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Working Mothers 'damage Their Child's Health'

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Working mothers are harming their children's long-term development by sending them to nursery from an early age, a leading author said yesterday.

 

Michael Morpurgo, the former children's laureate, sparked controversy by saying that it was "utterly extraordinary" that half of mothers with children under five had jobs outside the home.

 

He said lack of contact between children and parents was directly to blame for rising levels of mental health problems, sleep disorders and anorexia in young people.

 

Mr Morpurgo, recently awarded an OBE for services to literature, said: "It is utterly extraordinary now how many children grow up without their mothers around them. You have got 50 per cent of mothers these days of children under five who are employed outside the home. Well, you are cutting off something there, whether you like it or not, and it may be an uncomfortable thing to recognise."

 

He told BBC Radio 4's Today programme that sending children to school at four or five was

 

"We pack our children off to care groups or even to school, but many countries in Europe do not send their children until they are seven," he said. "They live in the bosom of their family. That is where they are nurtured – within the nest. That is where they can grow their wings, they can learn to fly." He added: "I don't think it is an accident that one in 10 of our children is suffering from mental health problems, from sleep disorders, from eating disorders and things like that."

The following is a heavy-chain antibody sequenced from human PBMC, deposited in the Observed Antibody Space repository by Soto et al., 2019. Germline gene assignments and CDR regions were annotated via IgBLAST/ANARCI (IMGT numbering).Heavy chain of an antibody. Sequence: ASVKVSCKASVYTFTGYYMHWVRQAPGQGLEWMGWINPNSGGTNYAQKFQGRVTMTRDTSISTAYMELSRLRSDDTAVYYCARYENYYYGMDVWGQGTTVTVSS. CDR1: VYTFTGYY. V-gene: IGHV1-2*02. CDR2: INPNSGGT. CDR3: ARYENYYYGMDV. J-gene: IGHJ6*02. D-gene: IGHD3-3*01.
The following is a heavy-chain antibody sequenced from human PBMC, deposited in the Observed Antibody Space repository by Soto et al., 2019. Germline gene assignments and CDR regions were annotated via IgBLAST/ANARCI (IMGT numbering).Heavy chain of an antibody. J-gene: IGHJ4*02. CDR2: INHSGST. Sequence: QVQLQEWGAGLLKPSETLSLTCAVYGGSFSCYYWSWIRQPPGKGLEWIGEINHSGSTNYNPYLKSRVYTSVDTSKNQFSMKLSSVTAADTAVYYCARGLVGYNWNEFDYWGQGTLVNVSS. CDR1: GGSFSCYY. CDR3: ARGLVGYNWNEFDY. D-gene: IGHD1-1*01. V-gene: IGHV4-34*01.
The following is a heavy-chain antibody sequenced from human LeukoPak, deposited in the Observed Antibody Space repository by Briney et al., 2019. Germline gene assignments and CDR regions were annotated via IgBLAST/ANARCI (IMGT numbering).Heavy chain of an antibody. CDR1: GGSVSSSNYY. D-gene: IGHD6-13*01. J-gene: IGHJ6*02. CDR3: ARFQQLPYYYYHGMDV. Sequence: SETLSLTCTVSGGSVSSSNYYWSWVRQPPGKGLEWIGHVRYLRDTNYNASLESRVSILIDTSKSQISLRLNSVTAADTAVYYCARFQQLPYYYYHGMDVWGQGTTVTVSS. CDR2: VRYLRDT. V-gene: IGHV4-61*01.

In October, an eminent group of child care experts raised concerns about the long-term effect of placing children in inadequate day nurseries. In a letter to The Daily Telegraph, they said that separating children from their mothers risked "storing up behavioural difficulties".

 

Last year, research by Professor Michael Lamb, of Cambridge University, found that nurseries caused distress to young children. He found that levels of the stress hormone cortisol doubled in youngsters during the first nine days of child care without their mothers present and continued to be much higher among children five months after starting nursery compared with those who stayed at home.

 

 

 

 

 

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